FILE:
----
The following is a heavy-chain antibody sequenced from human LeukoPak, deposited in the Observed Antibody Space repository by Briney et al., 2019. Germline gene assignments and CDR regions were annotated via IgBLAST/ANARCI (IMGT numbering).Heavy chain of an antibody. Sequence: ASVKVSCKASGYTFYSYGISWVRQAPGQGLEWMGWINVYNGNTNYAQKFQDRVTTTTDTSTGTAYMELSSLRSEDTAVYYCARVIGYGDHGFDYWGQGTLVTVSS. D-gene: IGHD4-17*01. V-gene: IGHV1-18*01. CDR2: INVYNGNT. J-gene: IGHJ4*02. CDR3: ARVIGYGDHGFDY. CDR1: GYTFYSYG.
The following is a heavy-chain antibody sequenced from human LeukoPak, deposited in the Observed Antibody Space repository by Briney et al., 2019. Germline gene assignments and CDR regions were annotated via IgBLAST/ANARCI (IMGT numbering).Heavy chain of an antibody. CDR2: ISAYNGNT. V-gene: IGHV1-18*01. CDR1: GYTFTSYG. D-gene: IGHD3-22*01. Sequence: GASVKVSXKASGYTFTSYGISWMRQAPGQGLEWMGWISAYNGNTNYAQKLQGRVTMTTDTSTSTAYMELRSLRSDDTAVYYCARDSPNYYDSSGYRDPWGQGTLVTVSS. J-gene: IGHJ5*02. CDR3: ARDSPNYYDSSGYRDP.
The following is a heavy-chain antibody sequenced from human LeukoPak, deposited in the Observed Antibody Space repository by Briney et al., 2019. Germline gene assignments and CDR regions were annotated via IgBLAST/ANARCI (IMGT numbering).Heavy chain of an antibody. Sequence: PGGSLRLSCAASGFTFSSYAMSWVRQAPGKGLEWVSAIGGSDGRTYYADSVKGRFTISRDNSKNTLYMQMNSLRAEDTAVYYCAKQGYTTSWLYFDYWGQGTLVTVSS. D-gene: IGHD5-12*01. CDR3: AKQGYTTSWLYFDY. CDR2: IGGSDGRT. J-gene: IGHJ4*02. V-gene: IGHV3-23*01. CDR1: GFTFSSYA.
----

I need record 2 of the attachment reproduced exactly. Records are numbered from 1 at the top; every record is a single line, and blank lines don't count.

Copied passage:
The following is a heavy-chain antibody sequenced from human LeukoPak, deposited in the Observed Antibody Space repository by Briney et al., 2019. Germline gene assignments and CDR regions were annotated via IgBLAST/ANARCI (IMGT numbering).Heavy chain of an antibody. CDR2: ISAYNGNT. V-gene: IGHV1-18*01. CDR1: GYTFTSYG. D-gene: IGHD3-22*01. Sequence: GASVKVSXKASGYTFTSYGISWMRQAPGQGLEWMGWISAYNGNTNYAQKLQGRVTMTTDTSTSTAYMELRSLRSDDTAVYYCARDSPNYYDSSGYRDPWGQGTLVTVSS. J-gene: IGHJ5*02. CDR3: ARDSPNYYDSSGYRDP.